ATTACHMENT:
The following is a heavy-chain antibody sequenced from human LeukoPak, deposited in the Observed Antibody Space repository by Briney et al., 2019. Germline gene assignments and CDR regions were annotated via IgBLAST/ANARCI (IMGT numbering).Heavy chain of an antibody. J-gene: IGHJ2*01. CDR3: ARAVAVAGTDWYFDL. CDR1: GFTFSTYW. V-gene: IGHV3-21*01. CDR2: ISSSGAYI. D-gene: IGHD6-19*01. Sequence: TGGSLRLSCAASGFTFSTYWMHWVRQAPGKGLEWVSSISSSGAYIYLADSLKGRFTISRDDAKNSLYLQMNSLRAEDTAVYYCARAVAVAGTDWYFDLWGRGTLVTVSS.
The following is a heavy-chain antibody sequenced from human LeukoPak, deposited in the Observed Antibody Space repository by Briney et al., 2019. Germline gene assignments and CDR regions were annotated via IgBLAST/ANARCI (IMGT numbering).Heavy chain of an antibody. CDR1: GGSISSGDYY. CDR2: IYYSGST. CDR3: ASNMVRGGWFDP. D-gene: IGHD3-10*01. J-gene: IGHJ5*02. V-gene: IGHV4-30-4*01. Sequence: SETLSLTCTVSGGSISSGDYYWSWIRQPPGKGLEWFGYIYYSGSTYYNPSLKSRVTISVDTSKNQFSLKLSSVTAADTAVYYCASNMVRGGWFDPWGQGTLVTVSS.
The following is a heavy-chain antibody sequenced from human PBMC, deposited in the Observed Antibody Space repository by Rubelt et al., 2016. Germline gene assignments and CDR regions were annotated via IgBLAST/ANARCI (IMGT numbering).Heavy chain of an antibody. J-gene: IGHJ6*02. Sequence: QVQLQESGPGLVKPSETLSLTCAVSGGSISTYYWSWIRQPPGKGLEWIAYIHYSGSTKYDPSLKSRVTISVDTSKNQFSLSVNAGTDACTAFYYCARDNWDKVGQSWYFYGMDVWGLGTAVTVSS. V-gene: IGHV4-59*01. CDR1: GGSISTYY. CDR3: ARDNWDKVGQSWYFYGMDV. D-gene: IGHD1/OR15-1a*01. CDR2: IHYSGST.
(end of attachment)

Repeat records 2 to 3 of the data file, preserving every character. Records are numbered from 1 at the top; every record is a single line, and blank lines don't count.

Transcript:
The following is a heavy-chain antibody sequenced from human LeukoPak, deposited in the Observed Antibody Space repository by Briney et al., 2019. Germline gene assignments and CDR regions were annotated via IgBLAST/ANARCI (IMGT numbering).Heavy chain of an antibody. CDR1: GGSISSGDYY. CDR2: IYYSGST. CDR3: ASNMVRGGWFDP. D-gene: IGHD3-10*01. J-gene: IGHJ5*02. V-gene: IGHV4-30-4*01. Sequence: SETLSLTCTVSGGSISSGDYYWSWIRQPPGKGLEWFGYIYYSGSTYYNPSLKSRVTISVDTSKNQFSLKLSSVTAADTAVYYCASNMVRGGWFDPWGQGTLVTVSS.
The following is a heavy-chain antibody sequenced from human PBMC, deposited in the Observed Antibody Space repository by Rubelt et al., 2016. Germline gene assignments and CDR regions were annotated via IgBLAST/ANARCI (IMGT numbering).Heavy chain of an antibody. J-gene: IGHJ6*02. Sequence: QVQLQESGPGLVKPSETLSLTCAVSGGSISTYYWSWIRQPPGKGLEWIAYIHYSGSTKYDPSLKSRVTISVDTSKNQFSLSVNAGTDACTAFYYCARDNWDKVGQSWYFYGMDVWGLGTAVTVSS. V-gene: IGHV4-59*01. CDR1: GGSISTYY. CDR3: ARDNWDKVGQSWYFYGMDV. D-gene: IGHD1/OR15-1a*01. CDR2: IHYSGST.